1. In two of the three sites -- Grand Rapids and Riverside -- random assignment for research purposes also occurred at a point earlier than JOBS enrollment: when individuals were identified as JOBS-mandatory by income maintenance staff. In these two sites, the research groups analyzed in this report, that is, the ones generated at JOBS enrollment-orientation, are 'nested' within one of the previously created research groups. Analyses using the samples randomly created at an earlier point in the path toward JOBS will measure JOBS's deterrence effects prior to orientation (impacts in addition to the ones discussed in this report) and will examine such issues as clients' reasons for not attending JOBS orientations. Those results will be reported in a separate, forthcoming publication.
2. Family Support Act of 1988.
3. This exemption reason was eliminated in December 1992.
4. In two of the National Evaluation of Welfare-to-Work Strategies sites not included in this report, Oklahoma City and Columbus, some sample members did not have IM workers. Instead, an integrated case manager handled all case management functions, including financial and JOBS monitoring functions. The effectiveness of this approach compared with the traditional approach of separate case workers for different functions will be examined in a forthcoming document.
5. A future National Evaluation of Welfare-to-Work Strategies publication will more closely examine the process by which AFDC recipients came to attend JOBS orientations and, as noted earlier, will estimate the impacts of being referred to JOBS and obligated to enroll in the program by attending a JOBS orientation.
6. While a number of earlier studies, such the San Diego Job Search and Work Experience Demonstration and the Virginia Employment Services Program Demonstration, utilized side-by-side tests of two different program strategies (see, for example, Goldman, Friedlander, and Long, 1986; and Riccio et al., 1986), no prior evaluation has conducted a side-by-side test of comprehensive program models. These earlier studies restricted access to some program services, such as work experience or basic education activities, to one program group, while permitting the other program group to access these services. Thus, these earlier evaluations were tests of individual service components. In contrast, the National Evaluation of Welfare-to-Work Strategies is a study of two pervasive program philosophies in three sites. In these three sites, sample members in the two program groups received very different messages about the goals of the program and were offered a range of services compatible with that message. Chapter 3 discusses the implementation differences between these two program models.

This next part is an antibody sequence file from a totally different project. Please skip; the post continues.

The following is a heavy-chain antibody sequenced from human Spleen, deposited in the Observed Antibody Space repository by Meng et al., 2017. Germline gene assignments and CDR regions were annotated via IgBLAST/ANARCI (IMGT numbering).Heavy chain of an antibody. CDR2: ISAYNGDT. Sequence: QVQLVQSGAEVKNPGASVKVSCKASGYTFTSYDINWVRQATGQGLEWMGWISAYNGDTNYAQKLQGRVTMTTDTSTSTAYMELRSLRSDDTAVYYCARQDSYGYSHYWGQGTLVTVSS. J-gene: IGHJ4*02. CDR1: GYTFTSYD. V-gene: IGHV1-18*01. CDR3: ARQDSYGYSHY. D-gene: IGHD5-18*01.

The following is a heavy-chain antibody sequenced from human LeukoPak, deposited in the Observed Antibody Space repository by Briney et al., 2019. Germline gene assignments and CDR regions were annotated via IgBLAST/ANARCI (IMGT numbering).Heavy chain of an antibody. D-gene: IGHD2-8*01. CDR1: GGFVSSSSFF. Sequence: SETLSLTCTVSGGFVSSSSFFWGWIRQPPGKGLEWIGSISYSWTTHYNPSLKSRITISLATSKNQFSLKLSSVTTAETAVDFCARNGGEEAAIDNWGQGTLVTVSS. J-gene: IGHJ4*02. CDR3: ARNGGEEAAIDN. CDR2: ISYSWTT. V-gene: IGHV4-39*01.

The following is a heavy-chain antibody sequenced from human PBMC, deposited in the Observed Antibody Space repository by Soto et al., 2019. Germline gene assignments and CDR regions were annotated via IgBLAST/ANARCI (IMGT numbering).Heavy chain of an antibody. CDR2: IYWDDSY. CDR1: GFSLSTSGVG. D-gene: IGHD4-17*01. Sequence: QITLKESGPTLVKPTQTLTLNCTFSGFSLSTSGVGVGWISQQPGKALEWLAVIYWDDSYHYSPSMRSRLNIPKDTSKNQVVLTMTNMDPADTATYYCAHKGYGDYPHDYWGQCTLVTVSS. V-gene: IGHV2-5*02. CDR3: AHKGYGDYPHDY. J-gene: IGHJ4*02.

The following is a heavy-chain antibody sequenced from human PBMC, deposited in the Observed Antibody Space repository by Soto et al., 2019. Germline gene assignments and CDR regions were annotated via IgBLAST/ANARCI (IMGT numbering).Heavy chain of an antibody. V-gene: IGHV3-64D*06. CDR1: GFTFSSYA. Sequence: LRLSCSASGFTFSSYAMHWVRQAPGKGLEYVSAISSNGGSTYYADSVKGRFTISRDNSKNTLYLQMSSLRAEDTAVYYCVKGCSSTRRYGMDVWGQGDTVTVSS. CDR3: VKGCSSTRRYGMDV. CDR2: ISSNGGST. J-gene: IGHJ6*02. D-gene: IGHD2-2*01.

7. The GAIN Appraisal test, an instrument developed by the Comprehensive Adult Student Assessment System (CASAS) specifically for use by the California GAIN program, was given to sample members at orientation. According to the designers of the test, individuals who score below 215 have difficulty completing tasks that require more than minimal literacy or computation skills.
8. Restricting the Riverside HCD sample to those who did not have a high school diploma or GED, regardless of how they performed on the GAIN Appraisal test, would have further complicated Riverside within-site comparisons as well as full-sample cross-site comparisons. In addition, this would have created a group with no operational policy relevance to California or Riverside welfare administrators.
9. Case heads receiving AFDC for unemployed parents (AFDC-UP) were also randomly assigned in Riverside as part of this evaluation. These individuals, who were primary wage earners (typically male) in two-parent households, were also required to participated in JOBS. AFDC-UP sample members are not included in this report; the effects of the LFA and HCD approaches on Riverside AFDC-UPs will be analyzed in a future publication.